Monday, November 29, 2010

10 Common Trading Errors

1. Little Preparation or Training

When you enter the market arena, you had better be prepared. However, few traders perform the necessary due diligence before moving headlong into the markets: "The market is a food chain — the big fish eat the little fish."

Dr. Elder agrees that many people underestimate what it takes to be a profitable trader.

Recommendation: Enter the market with a sufficient amount of training, through vehicles such as books published on securities trading, educational courses, and trading conferences.

2. Being Too Emotional About Money

According to professionals, the reason many emerging traders fail to consistently earn profits is because of their perceptions of money.

There are ways to desensitize one's emotional connection to money. Start by trading smaller share size (such as 100 shares per trade). Trading in smaller quantities can help minimize both the losses and the emotional distress that often comes with losing larger amounts of capital.

Recommendation: Over time, as a trader becomes more successful, experts suggest slowly raising the share size — without raising your blood pressure — until a personal comfort zone is reached.

3. Lack of Recordkeeping

It's understandable why traders become emotional when trading stocks. To help bring these emotions under your control, keep a detailed trading diary.

Recommendation: Track your trading history by using a daily diary and study your progress.

4. Anticipating Profits

Most traders don't want to acknowledge that a trade could turn against them. They enter the market assuming they'll be successful, refusing to look in the rearview mirror. It's also common for emerging traders to use a calculator to predict how much they'll make and how they'll spend the unrealized profits! It's dangerous to anticipate how much you'll make in advance.

Recommendation: Enter a trade with the understanding that you may not be right. It can then be easier to acknowledge if a trade goes against you.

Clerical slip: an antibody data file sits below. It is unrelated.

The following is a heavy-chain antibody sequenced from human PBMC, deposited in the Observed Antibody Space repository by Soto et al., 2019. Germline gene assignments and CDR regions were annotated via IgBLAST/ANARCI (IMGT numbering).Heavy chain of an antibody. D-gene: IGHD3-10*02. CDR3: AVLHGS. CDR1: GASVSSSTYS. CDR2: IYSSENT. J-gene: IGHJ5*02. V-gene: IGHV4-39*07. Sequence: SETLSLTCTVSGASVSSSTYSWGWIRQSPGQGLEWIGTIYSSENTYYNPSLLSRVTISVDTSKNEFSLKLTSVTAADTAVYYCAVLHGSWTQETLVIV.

5. Blindly Following Mechanical Systems

A large percentage of traders use technology — in the form of online trading platforms that provide charting, research, and backtesting tools — to help them refine their strategies. A computer and software can provide important information about the technical and fundamental characteristics about stocks. However, many traders make the common mistake of relying too much on these tools without a full understanding of their capabilities.

Recommendation: Understand that computers and software trading platforms are only tools. Learn how to grasp the underlying trading concepts — such as reading and analyzing a chart —and know the reasons why you bought and sold a security.

6. Not Learning How to Short

If you fail to learn how to utilize short trading strategies, then you have cut yourself out of a number of profitable trades. Many people think that shorting is un-American or too risky.

By not learning know how to go short, you're removing a significnat percentage of potential trades, especially when the Bull market falters. The market is a two-way street, and the person who doesn't short is missing a part of the game.

Recommendation: Don't underestimate the importance of shorting stocks, and learn how to utilize this technique.

7. Lack of Specialization

Many people are attracted to trading because they think it's an easy vehicle for making money. However, there are several types of securities that can be traded in today's markets, including stocks, options, commodities, futures, and currencies. It is a daunting task to learn the characteristics of each security type. Therefore, it's often helpful to specialize.

Recommendation: Know what you trade. Don't spread yourself too thin by trading markets that you don't understand.

8. Improper Timing

It's very common for emerging traders to make timing mistakes. Quite often, a trader may have a good idea, but discovers that he or she bought the stock at an inopportune price. Timing a trade is never an exact science, but it's important for traders to recognize that there are times when it might be prudent to lock in a profit or cut a loss.

Recommendation: A detailed trading diary and experience could help minimize timing errors.

9. Placing Improper Stops

Many traders incorrectly place stop orders, causing their positions to get stopped out too early and failing to capture much profit. It's common for newbies to place stops according to a set percentage, such as 2%, or a set amount. How much a trader is willing to lose depends on his or her risk-tolerance.

Place stops according to what the market is telling you, such as support and resistance levels. When placing a stop, let the stock's behavior, or a standard deviation, tell you where the best stop placements are.

Recommendation: Try placing stops according to the stock's standard deviation, rather than on the basis of percentages or dollar amounts.

10. Not Calculating a Stock's Risk-Reward Ratio